A reader wrote the other day:
I have an opportunity to develop a work of fiction that has a basis in fact. One of the primary characters is a long-dead United States president. Do you have any advice or can you recommend any guidelines for fictionalizing events and circumstances relative to such a figure? I have no idea what sort of leeway (if any) that I may have.
The short answer is that you have all the leeway you want to take.
The long answer, however, is a lot longer.
I'm going to take a particular writer of historical fiction, one you've probably never heard of. But in the late 1950s and 1960s, David Stacton was a widely read, respectfully reviewed author. He was also astoundingly prolific. After starting with detective and soft-porn novels under pseudonyms, Stacton switched to historical fiction unlike anything people had read before. Just off the top of my head, I can think of a number of titles:
On a Balcony (about the Pharaoh Ikhnaton)
The Judges of the Secret Court (about John Wilkes Booth's assassination of Lincoln)
Segaki (medieval Japan)
Tom Fool (about Wendell Wilkie's run against FDR in the 1940 presidential campaign)
People of the Book (about the Hundred Years' War)
A Signal Victory (a Spanish renegade fights with the Maya against the conquistadors)
A Dancer in Darkness (a retelling of the Duchess of Malfi tale)
Sir William; or, A Lesson in Love (Admiral Nelson and Lady Hamilton)
And on and on. Stacton wrote in a witty and philosophical style, a bit detached from his characters, but with a knack for oddly persuasive details (Gonzalo Guerrero, the renegade, has his lower lip pierced to hold a jade labret; when the labret's out, he enjoys running his tongue in and out of the hole as an aid to thought).
I mention Stacton because almost all his novels had historical figures as either the protagonists or important characters in his stories. But while Gonzalo Guerrero certainly existed, we know very little about him. Stacton could therefore develop his character any way he chose. We know a lot more about Wendell Willkie, but Stacton invites us into Willkie's mind, where the character becomes very different from the "real" Willkie.
In other words, Stacton was using the sketchy outlines of historical figures as a way to dramatize his own points, his own view of the world. This can lead to the sin of "presentism"—judging our ancestors by our own moral and political standards—but Stacton avoided that. His characters are living in their own present, by values that make sense to them. We may look at them ironically because we know more about them than they know about themselves. But we can see that in Stacton's view, we're equally ironic.
Every historical novel is a kind of thought experiment: If we look at someone living in the 17th century, or ancient Egypt, does their experience of life contrast with ours? Do they grapple with the same questions? Do they plead their cases before the judges of the secret court, as Stacton says we all do?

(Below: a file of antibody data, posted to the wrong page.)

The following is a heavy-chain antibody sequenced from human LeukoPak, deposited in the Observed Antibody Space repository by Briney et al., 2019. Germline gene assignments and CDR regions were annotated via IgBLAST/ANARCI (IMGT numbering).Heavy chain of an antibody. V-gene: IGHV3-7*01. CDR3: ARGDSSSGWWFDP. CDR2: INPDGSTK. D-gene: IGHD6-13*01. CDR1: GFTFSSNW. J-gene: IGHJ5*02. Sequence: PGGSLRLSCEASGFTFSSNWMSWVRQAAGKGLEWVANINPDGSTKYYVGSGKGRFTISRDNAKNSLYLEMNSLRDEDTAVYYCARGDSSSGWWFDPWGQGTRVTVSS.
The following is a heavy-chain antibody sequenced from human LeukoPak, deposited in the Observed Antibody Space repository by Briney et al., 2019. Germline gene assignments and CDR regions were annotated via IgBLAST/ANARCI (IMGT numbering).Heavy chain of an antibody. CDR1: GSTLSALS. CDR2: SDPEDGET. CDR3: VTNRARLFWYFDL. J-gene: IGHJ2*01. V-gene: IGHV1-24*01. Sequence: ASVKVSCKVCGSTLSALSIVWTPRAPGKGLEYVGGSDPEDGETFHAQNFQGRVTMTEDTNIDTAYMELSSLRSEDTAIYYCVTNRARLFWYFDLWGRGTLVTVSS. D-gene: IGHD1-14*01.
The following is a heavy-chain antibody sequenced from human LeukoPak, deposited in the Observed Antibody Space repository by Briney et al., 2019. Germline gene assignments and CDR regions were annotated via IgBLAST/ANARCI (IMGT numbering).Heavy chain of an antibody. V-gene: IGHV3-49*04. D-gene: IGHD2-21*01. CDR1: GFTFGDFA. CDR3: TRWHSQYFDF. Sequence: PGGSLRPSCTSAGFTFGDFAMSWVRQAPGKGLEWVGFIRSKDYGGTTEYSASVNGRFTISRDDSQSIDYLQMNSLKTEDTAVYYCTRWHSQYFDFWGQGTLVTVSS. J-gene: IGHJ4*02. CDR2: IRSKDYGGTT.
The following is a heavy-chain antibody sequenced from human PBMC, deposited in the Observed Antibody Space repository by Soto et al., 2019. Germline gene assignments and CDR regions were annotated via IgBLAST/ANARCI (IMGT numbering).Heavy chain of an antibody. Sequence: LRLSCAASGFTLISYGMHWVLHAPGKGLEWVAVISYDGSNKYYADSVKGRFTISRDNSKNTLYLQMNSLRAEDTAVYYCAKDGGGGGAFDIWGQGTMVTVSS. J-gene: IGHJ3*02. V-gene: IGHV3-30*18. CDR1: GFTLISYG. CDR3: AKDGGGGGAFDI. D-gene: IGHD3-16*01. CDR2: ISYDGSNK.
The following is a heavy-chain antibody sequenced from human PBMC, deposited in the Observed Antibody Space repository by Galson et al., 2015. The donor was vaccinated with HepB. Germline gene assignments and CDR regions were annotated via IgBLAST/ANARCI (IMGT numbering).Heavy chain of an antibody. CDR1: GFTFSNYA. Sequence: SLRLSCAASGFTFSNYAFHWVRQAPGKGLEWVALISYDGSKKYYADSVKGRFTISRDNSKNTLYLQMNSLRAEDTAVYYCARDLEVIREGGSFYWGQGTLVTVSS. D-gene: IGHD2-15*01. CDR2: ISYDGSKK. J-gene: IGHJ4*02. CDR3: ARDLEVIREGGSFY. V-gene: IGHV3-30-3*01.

To do this, we may sometimes have to play fast and loose with historical facts: Maybe we need to put our hero in a different location from where historians say he was on a given date. Or we need to give him a more plausible motivation for his actions. (Real people are the only ones allowed to do crazy, unmotivated things.)
That's OK, as long as you're not totally twisting historic fact—and even that's OK if you're writing alternate history, with FDR and Stalin fighting an alien invasion in the 1940s.
But the point I'm finally making is that you are using your characters, not the other way around. If you're thinking of writing about a former US president, he has to dramatize your vision of the world—both as it is now and as it was in his time. You may use lots of historical factoids, but they're really just window-dressing. The key question for you is this: How do I make this person in history provide "anecdotal evidence" for my view of the world?
I can't mention Stacton without telling you more about him. He died in 1968, reportedly of a stroke, while doing research in Denmark for another novel. (More likely it was a covered-up murder by a homosexual prostitute.) He was 42, and I still recall the shock I felt at hearing of his death. Two or three magazines provided obituaries, and then he disappeared. It's hard to find his books even in good second-hand bookstores.
As a historical character himself, then, David Stacton offers an ironic model for writers of historical fiction: As perceptive as he was, as elegant a writer as he was, he nevertheless vanished from our literary history. He left no disciples; as I found out the hard way, his style was inimitable.
But I can offer this small consolation: A few of us do remember David Stacton and the impact of his fiction, and I gather that a small publisher plans to bring some of his novels back into print. I look forward to their appearance, and I'll let you know when they're published.